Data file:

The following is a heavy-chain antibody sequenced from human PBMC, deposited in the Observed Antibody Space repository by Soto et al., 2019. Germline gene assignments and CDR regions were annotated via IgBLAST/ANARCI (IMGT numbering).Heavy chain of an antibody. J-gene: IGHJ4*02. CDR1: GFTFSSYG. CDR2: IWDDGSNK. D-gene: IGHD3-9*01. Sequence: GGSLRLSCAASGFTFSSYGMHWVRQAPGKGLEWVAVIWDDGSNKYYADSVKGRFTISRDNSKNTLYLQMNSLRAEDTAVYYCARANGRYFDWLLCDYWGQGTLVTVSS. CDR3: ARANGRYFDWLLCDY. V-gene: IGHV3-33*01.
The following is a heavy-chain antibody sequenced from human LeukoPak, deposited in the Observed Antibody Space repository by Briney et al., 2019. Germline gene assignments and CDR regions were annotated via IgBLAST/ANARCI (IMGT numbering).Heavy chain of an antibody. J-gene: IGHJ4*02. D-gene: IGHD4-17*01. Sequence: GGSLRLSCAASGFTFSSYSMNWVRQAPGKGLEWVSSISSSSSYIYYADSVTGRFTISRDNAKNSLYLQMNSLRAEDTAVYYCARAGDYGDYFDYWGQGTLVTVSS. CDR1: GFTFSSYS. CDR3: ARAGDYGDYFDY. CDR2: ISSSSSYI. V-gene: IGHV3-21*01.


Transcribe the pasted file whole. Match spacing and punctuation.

The following is a heavy-chain antibody sequenced from human PBMC, deposited in the Observed Antibody Space repository by Soto et al., 2019. Germline gene assignments and CDR regions were annotated via IgBLAST/ANARCI (IMGT numbering).Heavy chain of an antibody. J-gene: IGHJ4*02. CDR1: GFTFSSYG. CDR2: IWDDGSNK. D-gene: IGHD3-9*01. Sequence: GGSLRLSCAASGFTFSSYGMHWVRQAPGKGLEWVAVIWDDGSNKYYADSVKGRFTISRDNSKNTLYLQMNSLRAEDTAVYYCARANGRYFDWLLCDYWGQGTLVTVSS. CDR3: ARANGRYFDWLLCDY. V-gene: IGHV3-33*01.
The following is a heavy-chain antibody sequenced from human LeukoPak, deposited in the Observed Antibody Space repository by Briney et al., 2019. Germline gene assignments and CDR regions were annotated via IgBLAST/ANARCI (IMGT numbering).Heavy chain of an antibody. J-gene: IGHJ4*02. D-gene: IGHD4-17*01. Sequence: GGSLRLSCAASGFTFSSYSMNWVRQAPGKGLEWVSSISSSSSYIYYADSVTGRFTISRDNAKNSLYLQMNSLRAEDTAVYYCARAGDYGDYFDYWGQGTLVTVSS. CDR1: GFTFSSYS. CDR3: ARAGDYGDYFDY. CDR2: ISSSSSYI. V-gene: IGHV3-21*01.